The Materials World Modules (MWM) program was introduced to Mexico this May, and will, for the first time, be taught to Mexican students in their own language in the fall of 2005. To prepare for this event, MWM recently held a workshop to train fifty teachers from fifteen high schools in Chihuahua, Mexico. This workshop was made possible by collaboration with researchers from Centro de Investigacion en Materiales Avanzados (CIMAV) and the Department of Education & Culture for the state of Chihuahua. Dr. Luis Fuentes Cobas of CIMAV first had the idea to help bring MWM to the Spanish speaking world, and has been pivotal in implementing these first steps in bringing MWM to Mexico. The MWM team consisted of Professor R.P.H. Chang (program director), Matthew Hsu (senior content developer) and Antonio Marquez, a chemistry teacher from Evanston Township High School. Before the workshop was held, the MWM/CIMAV team met with the Maria Guadalupe Chacón, the Secretary of the Department of Education & Culture for the state of Chihuahua, who was very enthusiastic and supportive.
The teacher training session began with an opening ceremony and a motivational speech by Secretary Chacón, who spoke of the importance of introducing materials science and technology to Mexican classrooms. Professor Chang, with Antonio Marquez translating, presented the mission and philosophy of MWM. Matthew Hsu then led the teachers though the activities and concepts of the composites module, which had been translated into Spanish.
The teachers showed enormous creativity and resourcefulness, and their enthusiasm for MWM was evident as they became very involved in the activities and took detailed notes. The teachers learned the principles of inquiry and design, as well as concepts important to composite materials. First, the �hook� activity showed teachers that ice reinforced with paper is much more resistant to breaking than ice alone. The teachers also learned about crack propagation, and how reinforcing a material with fibers can stop a crack from moving through a material. The composites hunt, an activity which asks participants to find and identify the composite materials around them, generated much discussion about what a composite really is.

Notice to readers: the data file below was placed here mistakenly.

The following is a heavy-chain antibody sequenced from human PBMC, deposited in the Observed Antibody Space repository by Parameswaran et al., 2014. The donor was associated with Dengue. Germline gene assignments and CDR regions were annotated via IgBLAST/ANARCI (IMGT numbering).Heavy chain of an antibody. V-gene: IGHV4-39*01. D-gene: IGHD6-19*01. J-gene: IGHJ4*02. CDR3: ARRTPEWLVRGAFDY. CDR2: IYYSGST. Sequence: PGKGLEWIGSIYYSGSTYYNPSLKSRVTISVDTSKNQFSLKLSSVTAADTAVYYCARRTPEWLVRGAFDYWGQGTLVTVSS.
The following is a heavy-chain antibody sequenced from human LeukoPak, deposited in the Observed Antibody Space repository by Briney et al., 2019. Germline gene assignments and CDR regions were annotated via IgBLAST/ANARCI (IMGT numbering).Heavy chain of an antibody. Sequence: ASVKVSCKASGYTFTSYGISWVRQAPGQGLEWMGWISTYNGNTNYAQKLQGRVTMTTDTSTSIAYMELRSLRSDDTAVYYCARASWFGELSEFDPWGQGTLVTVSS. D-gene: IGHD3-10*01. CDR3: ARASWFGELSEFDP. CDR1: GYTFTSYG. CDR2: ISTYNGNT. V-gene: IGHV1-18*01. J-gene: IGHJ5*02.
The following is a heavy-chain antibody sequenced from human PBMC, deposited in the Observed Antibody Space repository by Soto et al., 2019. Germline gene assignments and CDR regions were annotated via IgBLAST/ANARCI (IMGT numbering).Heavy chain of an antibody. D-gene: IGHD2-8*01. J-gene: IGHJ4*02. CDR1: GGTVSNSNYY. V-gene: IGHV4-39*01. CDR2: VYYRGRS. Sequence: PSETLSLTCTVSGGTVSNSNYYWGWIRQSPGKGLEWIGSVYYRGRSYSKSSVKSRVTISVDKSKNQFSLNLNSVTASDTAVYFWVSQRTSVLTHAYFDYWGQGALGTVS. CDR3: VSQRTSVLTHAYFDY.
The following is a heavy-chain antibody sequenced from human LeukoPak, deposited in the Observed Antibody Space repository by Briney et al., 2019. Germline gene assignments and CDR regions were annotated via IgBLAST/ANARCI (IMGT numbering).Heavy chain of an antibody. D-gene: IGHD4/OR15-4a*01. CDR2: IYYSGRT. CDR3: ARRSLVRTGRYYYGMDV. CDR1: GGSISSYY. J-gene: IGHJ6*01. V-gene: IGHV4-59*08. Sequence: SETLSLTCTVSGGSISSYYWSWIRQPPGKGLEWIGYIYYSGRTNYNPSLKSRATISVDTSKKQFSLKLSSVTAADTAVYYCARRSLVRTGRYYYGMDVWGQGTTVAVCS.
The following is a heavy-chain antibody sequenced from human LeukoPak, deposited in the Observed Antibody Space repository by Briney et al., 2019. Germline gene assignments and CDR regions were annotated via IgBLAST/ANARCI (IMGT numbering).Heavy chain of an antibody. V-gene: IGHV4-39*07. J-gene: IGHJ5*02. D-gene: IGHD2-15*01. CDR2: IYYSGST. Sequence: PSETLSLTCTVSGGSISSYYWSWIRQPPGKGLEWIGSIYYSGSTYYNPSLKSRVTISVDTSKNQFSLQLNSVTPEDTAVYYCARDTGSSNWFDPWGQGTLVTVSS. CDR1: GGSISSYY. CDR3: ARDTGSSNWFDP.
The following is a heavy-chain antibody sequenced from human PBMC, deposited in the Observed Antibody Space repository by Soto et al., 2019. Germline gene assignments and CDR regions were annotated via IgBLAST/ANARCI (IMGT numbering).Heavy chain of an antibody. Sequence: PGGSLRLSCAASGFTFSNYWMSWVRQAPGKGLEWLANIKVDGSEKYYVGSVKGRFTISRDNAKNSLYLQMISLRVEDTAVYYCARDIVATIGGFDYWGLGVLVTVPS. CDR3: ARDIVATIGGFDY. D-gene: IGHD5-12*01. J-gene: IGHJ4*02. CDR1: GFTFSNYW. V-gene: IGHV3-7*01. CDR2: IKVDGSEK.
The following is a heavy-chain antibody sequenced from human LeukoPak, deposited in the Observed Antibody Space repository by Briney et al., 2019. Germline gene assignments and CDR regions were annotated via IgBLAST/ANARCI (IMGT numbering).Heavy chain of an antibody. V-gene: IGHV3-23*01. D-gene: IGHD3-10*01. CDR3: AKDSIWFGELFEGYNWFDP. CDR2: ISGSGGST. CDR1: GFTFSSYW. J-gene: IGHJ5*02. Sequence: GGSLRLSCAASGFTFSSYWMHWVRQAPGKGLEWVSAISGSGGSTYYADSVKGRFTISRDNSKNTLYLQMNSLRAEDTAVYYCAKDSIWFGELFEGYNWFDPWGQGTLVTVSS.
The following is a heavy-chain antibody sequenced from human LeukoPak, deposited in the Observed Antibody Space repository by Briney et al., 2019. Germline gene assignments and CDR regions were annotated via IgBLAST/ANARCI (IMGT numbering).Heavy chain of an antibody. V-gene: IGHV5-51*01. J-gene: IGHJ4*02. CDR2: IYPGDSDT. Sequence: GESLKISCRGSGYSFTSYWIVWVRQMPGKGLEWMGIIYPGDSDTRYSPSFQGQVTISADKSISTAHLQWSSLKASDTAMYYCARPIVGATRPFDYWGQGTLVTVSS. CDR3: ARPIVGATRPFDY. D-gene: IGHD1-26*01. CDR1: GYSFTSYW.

The teachers then tested the strength and stiffness of a variety of materials and learned the importance of these two materials properties. They measured the strength and stiffness of a foam beam by clamping it on one end, loading the free end, and measuring the resulting beam bending.
The activities culminated in two design projects involving the making of impact resistant molds and kites. After making the molds out of gypsum-based cement, the teachers devised clever ways to test the impact resistance of the molds. The kite project challenged the teachers to create kites from drinking straws, which in general are not strong enough to make a kite. To make a kite, the straws must be reinforced. The teachers were given a variety of materials with which to reinforce the straws, including wire, tape, yarn and epoxy. They were challenged to make the surface area of the kites as large as possible while keeping them as light as possible. The winning kite was box-shaped, with maximum surface area and minimum mass; flat kites, although they had large areas, also required a lot of material and were too massive. Teachers tested their kites outside to see if they would actually fly, and many of them did.
MWM plans to return to Chihuahua to train teachers in the concrete and biosensors modules, which will be translated into Spanish. In the meantime, CIMAV plans to hold additional sessions to help expand teacher knowledge about materials science. This workshop represents the beginning of an endeavor to help bring materials science and inquiry to high school classrooms in Mexico.